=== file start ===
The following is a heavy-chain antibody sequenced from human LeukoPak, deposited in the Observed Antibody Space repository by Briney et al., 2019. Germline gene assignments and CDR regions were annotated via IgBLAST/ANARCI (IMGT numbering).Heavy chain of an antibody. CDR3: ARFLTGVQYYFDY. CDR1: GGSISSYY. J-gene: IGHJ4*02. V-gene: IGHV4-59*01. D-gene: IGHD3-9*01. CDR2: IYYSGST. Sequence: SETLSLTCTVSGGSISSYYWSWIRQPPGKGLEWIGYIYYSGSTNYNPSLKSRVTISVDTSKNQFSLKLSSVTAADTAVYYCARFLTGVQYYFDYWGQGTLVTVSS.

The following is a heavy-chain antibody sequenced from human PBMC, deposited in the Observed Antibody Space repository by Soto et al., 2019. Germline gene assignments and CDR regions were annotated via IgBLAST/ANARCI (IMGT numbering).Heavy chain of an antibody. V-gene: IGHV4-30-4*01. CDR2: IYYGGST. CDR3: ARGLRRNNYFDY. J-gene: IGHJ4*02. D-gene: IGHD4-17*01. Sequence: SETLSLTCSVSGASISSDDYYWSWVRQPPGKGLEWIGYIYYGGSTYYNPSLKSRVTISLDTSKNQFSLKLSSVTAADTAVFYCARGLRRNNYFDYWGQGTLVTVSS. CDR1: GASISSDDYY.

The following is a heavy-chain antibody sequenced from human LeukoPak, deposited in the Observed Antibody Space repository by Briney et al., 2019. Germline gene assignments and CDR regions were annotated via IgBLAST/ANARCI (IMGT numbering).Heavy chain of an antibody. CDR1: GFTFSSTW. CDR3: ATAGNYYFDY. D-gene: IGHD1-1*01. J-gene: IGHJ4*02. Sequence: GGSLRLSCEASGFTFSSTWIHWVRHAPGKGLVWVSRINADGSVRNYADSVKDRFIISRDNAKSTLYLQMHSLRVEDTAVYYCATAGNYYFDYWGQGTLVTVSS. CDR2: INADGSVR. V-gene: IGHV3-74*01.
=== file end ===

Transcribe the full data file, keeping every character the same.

The following is a heavy-chain antibody sequenced from human LeukoPak, deposited in the Observed Antibody Space repository by Briney et al., 2019. Germline gene assignments and CDR regions were annotated via IgBLAST/ANARCI (IMGT numbering).Heavy chain of an antibody. CDR3: ARFLTGVQYYFDY. CDR1: GGSISSYY. J-gene: IGHJ4*02. V-gene: IGHV4-59*01. D-gene: IGHD3-9*01. CDR2: IYYSGST. Sequence: SETLSLTCTVSGGSISSYYWSWIRQPPGKGLEWIGYIYYSGSTNYNPSLKSRVTISVDTSKNQFSLKLSSVTAADTAVYYCARFLTGVQYYFDYWGQGTLVTVSS.

The following is a heavy-chain antibody sequenced from human PBMC, deposited in the Observed Antibody Space repository by Soto et al., 2019. Germline gene assignments and CDR regions were annotated via IgBLAST/ANARCI (IMGT numbering).Heavy chain of an antibody. V-gene: IGHV4-30-4*01. CDR2: IYYGGST. CDR3: ARGLRRNNYFDY. J-gene: IGHJ4*02. D-gene: IGHD4-17*01. Sequence: SETLSLTCSVSGASISSDDYYWSWVRQPPGKGLEWIGYIYYGGSTYYNPSLKSRVTISLDTSKNQFSLKLSSVTAADTAVFYCARGLRRNNYFDYWGQGTLVTVSS. CDR1: GASISSDDYY.

The following is a heavy-chain antibody sequenced from human LeukoPak, deposited in the Observed Antibody Space repository by Briney et al., 2019. Germline gene assignments and CDR regions were annotated via IgBLAST/ANARCI (IMGT numbering).Heavy chain of an antibody. CDR1: GFTFSSTW. CDR3: ATAGNYYFDY. D-gene: IGHD1-1*01. J-gene: IGHJ4*02. Sequence: GGSLRLSCEASGFTFSSTWIHWVRHAPGKGLVWVSRINADGSVRNYADSVKDRFIISRDNAKSTLYLQMHSLRVEDTAVYYCATAGNYYFDYWGQGTLVTVSS. CDR2: INADGSVR. V-gene: IGHV3-74*01.